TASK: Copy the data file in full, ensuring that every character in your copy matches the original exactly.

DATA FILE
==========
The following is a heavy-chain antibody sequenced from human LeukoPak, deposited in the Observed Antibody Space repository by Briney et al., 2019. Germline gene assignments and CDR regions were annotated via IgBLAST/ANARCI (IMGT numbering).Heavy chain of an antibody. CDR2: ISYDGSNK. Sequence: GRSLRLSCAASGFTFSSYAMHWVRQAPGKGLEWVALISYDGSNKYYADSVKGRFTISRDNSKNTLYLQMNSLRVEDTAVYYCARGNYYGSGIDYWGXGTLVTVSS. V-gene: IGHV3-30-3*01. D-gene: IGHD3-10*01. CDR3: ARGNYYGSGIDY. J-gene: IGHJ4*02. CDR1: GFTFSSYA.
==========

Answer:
The following is a heavy-chain antibody sequenced from human LeukoPak, deposited in the Observed Antibody Space repository by Briney et al., 2019. Germline gene assignments and CDR regions were annotated via IgBLAST/ANARCI (IMGT numbering).Heavy chain of an antibody. CDR2: ISYDGSNK. Sequence: GRSLRLSCAASGFTFSSYAMHWVRQAPGKGLEWVALISYDGSNKYYADSVKGRFTISRDNSKNTLYLQMNSLRVEDTAVYYCARGNYYGSGIDYWGXGTLVTVSS. V-gene: IGHV3-30-3*01. D-gene: IGHD3-10*01. CDR3: ARGNYYGSGIDY. J-gene: IGHJ4*02. CDR1: GFTFSSYA.